We know that the three largest untapped hockey markets by far are Toronto, Southwest Ontario (and its neighbouring cities in Michigan, northern Ohio, upstate NY, and upstate Pennsylvania), and Europe. The problem, of course, is that Toronto already has a team, Southwest Ontario does not have any cities with populations and arenas large enough to support a team, and Europe is in Europe.

There might be some ways around all of these problems, if we are willing to get creative:

The London Knights, a team split 75-25 between Canada’s 10th largest city, London (population 475,000) and Europe’s largest city, London (population 13.5 million). It would play at least some of its playoff games in a location accessible to Londoners and Londoners: the Air Canada Centre in Toronto.

Of course, the obvious problem comes up: while London, England already has arenas that could be suitable to host a dozen or so NHL games per year, and while the ACC could handle at least some playoff games (the Staples Centre in LA, after all, hosts playoff games for the Lakers, Clippers, and Kings), and while London, Ontario is in some ways the best-located city in the country (it is 100-200 km from urban areas like Toronto-Hamilton, Detroit-Windsor, Buffalo-St Catharines, and Cleveland-Erie; it is relatively warm and sunny in the winter; and it does not border a Great Lake or ocean, so it has room for future growth in all directions), London, Ontario does not have an NHL arena. It also does not have a population large enough to justify building a typical NHL arena – particularly not an arena that would only be used for a few dozen games per year.
The question is, then, is there an atypical NHL arena that London could build instead?

Here’s one crazy idea: “The Tower of London”

For London to build a worthwhile arena, it must be able to get a good use of the arena for close to 365 days per year, instead of only a few dozen evenings per year. The only way that seems possible to me is if the arena were to double as conventional real estate: in other words, it should consist mostly of boxes, which can double as offices/hotel rooms/restaurants/co-working spaces/ etc. (The hotel room aspect could be especially useful if fans from other cities in Ontario, or even from London, England, wanted to visit London and catch a game while in town). The arena could have a lower bowl of normal seats, but then instead of any upper bowls, it could be a “tower” of boxes. If it were 100 metres tall (the height of the Skydome), and had a lower bowl that could sit 10,000 people (the same as the lower bowl of the ACC holds), the arena as a whole could then seat 20,000, though ½ of the fans would be in boxes (and many of them would be quite high up). And because the lower bowl seats would probably sell out, the arena would never look empty on TV–like, for example, the Ottawa Senators’ arena looked empty during last year’s playoff run.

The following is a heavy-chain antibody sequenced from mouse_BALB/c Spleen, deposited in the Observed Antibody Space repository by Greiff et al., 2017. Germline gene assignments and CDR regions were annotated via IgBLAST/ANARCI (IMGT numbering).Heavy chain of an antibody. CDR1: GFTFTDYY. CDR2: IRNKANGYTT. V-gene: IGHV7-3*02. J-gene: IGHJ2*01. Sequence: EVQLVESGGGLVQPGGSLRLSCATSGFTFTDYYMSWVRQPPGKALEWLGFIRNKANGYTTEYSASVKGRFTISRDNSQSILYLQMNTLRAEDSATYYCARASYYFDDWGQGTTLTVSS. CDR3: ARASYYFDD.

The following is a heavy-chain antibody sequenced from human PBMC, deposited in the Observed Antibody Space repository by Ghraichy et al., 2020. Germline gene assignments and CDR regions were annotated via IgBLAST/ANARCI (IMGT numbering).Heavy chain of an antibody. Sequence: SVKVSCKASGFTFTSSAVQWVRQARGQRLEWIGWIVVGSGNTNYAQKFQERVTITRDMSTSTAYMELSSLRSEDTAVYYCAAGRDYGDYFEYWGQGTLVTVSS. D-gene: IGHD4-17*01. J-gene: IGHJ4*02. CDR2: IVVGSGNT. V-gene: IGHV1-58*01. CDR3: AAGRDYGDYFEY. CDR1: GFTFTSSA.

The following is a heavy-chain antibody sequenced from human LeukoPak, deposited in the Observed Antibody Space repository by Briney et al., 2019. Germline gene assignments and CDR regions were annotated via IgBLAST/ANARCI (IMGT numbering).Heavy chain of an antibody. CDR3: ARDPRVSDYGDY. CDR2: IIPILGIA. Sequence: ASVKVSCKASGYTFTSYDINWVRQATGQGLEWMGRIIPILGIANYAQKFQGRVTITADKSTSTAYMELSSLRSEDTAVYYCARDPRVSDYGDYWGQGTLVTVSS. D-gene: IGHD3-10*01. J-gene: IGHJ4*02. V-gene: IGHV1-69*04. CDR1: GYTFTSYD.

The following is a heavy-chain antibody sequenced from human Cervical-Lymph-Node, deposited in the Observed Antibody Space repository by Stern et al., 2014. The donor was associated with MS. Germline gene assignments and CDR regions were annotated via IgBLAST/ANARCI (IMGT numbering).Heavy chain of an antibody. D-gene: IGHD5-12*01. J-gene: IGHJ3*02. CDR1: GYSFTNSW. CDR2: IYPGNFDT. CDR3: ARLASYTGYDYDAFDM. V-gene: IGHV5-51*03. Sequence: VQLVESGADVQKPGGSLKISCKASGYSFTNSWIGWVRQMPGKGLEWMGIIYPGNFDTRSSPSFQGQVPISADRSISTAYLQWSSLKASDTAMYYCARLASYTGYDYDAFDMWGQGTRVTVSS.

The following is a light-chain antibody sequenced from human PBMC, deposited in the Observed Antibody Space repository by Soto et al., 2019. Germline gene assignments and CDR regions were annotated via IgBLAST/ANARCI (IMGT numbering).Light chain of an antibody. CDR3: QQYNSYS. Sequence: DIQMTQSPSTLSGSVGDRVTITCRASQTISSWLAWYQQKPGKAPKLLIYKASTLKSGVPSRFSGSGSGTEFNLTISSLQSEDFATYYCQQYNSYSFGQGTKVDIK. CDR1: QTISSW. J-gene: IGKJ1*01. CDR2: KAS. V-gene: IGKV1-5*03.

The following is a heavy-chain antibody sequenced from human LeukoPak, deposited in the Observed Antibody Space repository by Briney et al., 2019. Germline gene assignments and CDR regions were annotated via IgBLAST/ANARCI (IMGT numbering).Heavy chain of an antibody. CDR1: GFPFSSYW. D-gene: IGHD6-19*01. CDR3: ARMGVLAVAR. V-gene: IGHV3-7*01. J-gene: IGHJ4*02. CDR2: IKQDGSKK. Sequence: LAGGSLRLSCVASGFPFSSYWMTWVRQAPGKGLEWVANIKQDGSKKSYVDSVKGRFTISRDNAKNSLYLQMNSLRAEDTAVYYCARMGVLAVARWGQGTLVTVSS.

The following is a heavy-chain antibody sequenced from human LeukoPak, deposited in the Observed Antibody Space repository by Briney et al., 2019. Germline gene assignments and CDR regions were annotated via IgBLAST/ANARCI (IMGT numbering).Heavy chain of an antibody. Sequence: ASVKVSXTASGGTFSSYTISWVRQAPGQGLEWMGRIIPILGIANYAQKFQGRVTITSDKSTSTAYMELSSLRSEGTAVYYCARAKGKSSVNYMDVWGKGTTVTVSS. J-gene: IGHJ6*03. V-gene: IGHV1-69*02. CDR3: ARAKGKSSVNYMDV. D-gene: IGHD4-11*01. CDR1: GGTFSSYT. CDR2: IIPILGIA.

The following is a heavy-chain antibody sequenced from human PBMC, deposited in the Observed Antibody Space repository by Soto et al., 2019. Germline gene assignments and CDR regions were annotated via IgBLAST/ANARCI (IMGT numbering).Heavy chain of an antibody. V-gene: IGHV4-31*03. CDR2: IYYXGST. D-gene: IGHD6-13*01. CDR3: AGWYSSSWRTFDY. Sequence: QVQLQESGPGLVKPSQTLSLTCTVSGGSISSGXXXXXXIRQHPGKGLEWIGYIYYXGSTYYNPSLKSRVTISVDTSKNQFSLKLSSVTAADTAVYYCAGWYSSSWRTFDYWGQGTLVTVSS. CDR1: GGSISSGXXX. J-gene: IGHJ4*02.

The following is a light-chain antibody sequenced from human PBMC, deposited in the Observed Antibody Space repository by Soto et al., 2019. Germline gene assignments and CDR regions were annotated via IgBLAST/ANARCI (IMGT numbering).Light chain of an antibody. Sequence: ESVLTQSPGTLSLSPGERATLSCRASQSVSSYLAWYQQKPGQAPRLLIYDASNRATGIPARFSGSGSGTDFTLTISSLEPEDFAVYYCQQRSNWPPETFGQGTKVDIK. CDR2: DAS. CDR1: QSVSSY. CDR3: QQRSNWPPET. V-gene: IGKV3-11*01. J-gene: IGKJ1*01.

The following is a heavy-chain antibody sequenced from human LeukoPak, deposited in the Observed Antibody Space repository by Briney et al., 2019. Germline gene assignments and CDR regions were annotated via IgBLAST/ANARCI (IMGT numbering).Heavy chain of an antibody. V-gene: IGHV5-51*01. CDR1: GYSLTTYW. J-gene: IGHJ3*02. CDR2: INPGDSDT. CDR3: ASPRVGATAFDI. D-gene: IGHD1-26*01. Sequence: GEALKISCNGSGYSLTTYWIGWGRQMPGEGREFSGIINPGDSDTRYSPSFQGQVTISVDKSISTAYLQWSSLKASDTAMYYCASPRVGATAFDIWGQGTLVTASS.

So, those are three things I would try to do, if I was king commissioner. What would you do?

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Robots and NHL Expansion

Winnipeg and Las Vegas, the two newest NHL franchises since Minnesota and Columbus joined the league in 2000, have one thing in common: nobody lives near them. Apart from much larger, regional capitals, like New York City or Phoenix, both Winnipeg and Las Vegas account for a far bigger share of their state or province’s total population than do any of the other cities with NHL teams.

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In other words, both Winnipeg and Las Vegas are located pretty much in the middle of nowhere.

In spite of this, Winnipeg and Vegas represent opposing strategies to adding new teams to the NHL. Returning a team to Winnipeg was an example of what we will call a short-distance strategy. It was (to state the obvious) intended to capitalize on hockey fans, a.k.a. Canadians, who live in Winnipeg. As Winnipeg had been the largest Canadian city without a team, and Manitoba the largest province without a team, bringing the Jets back was an obvious decision for the NHL to make.

The league does not, however, expect many people at Jets games to have come from afar. Even outside of Winnipeg’s metro area, most Manitobans live not far from the city. Winnipeg’s neighbours, moreover, are distant andd sparsely populated. Saskatchewan has just 1.1 million people; its largest city, Saskatoon, is 710 km away from Winnipeg. Calgary and Edmonton are 1200 km from Winnipeg. Fargo is 330 km to Winnipeg’s south, Minneapolis 615 km. And almost nobody lives in northwestern Ontario. Toronto and Ottawa are more than 1700 km away. Manitoba cannot rely much on its neighbours to buy hockey tickets.

Las Vegas is following the opposite strategy: a long-distance strategy. It hopes to attract fans (aka gamblers, tourists) from hundreds or thousands of kilometres away: from Canada, the rest of the United States, and even overseas.

Even the Vegas locals, who the NHL hopes to convert into hockey fans, are dependent on long-distance tourism. Without tourism, Las Vegas’ economy would dry up and force many of the locals to leave (or at least, to spend less money on hockey tickets). This the Las Vegas Golden Knights would not be able to afford. Once the Oakland Raiders move to Las Vegas in 2019, Nevada will have the smallest population per each of its major sports franchises of any state or province—with only one exception: Manitoba.